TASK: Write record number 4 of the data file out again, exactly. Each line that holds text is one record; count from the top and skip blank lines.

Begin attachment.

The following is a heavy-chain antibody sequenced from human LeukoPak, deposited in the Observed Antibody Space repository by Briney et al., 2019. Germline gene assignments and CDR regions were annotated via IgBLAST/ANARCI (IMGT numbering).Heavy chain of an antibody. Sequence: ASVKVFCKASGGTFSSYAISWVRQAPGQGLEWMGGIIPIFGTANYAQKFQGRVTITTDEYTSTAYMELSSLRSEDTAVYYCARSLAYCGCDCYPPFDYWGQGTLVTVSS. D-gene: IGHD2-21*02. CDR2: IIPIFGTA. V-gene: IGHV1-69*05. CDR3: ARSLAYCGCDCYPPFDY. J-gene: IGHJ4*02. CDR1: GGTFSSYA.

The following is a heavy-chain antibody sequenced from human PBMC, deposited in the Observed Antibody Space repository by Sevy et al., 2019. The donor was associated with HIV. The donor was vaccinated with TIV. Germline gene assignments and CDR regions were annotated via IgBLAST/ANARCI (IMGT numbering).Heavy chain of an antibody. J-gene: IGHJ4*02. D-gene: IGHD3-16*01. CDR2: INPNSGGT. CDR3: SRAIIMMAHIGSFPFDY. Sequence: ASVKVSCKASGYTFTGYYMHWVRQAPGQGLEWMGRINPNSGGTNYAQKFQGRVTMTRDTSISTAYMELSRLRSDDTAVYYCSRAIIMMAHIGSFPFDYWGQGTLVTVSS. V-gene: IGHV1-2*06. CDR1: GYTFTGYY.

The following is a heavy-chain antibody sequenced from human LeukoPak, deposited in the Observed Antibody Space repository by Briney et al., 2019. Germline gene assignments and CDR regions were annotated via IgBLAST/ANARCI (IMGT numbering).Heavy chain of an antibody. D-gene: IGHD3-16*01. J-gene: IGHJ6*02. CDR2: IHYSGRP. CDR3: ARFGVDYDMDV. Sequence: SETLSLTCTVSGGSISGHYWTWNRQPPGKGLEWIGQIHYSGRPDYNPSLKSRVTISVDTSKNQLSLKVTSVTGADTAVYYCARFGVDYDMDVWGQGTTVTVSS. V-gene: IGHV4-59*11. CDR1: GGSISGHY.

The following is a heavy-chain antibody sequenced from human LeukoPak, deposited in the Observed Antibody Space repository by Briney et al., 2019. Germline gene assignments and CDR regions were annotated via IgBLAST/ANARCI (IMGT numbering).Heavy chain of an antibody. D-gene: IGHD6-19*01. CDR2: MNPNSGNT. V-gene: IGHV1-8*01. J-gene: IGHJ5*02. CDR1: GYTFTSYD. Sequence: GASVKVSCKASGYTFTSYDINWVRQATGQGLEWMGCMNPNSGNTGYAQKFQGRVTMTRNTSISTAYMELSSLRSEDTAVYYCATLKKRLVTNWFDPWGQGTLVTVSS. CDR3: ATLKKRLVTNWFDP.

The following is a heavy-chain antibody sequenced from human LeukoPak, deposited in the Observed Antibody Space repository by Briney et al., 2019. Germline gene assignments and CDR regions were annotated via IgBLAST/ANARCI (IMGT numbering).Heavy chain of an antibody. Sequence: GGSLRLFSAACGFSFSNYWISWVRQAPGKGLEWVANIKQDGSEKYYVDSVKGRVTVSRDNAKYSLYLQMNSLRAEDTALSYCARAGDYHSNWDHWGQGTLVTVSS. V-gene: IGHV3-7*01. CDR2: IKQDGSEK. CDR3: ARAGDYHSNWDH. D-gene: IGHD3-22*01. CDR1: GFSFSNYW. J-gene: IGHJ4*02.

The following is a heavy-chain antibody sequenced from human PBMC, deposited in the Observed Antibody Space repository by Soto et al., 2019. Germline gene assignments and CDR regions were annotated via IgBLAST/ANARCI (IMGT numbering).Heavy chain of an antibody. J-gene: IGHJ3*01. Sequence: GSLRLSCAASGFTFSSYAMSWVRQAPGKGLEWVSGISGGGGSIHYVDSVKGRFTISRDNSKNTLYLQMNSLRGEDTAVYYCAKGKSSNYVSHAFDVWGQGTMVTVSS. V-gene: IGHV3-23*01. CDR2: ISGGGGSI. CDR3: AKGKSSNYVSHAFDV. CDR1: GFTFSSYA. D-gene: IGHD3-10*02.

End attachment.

The following is a heavy-chain antibody sequenced from human LeukoPak, deposited in the Observed Antibody Space repository by Briney et al., 2019. Germline gene assignments and CDR regions were annotated via IgBLAST/ANARCI (IMGT numbering).Heavy chain of an antibody. D-gene: IGHD6-19*01. CDR2: MNPNSGNT. V-gene: IGHV1-8*01. J-gene: IGHJ5*02. CDR1: GYTFTSYD. Sequence: GASVKVSCKASGYTFTSYDINWVRQATGQGLEWMGCMNPNSGNTGYAQKFQGRVTMTRNTSISTAYMELSSLRSEDTAVYYCATLKKRLVTNWFDPWGQGTLVTVSS. CDR3: ATLKKRLVTNWFDP.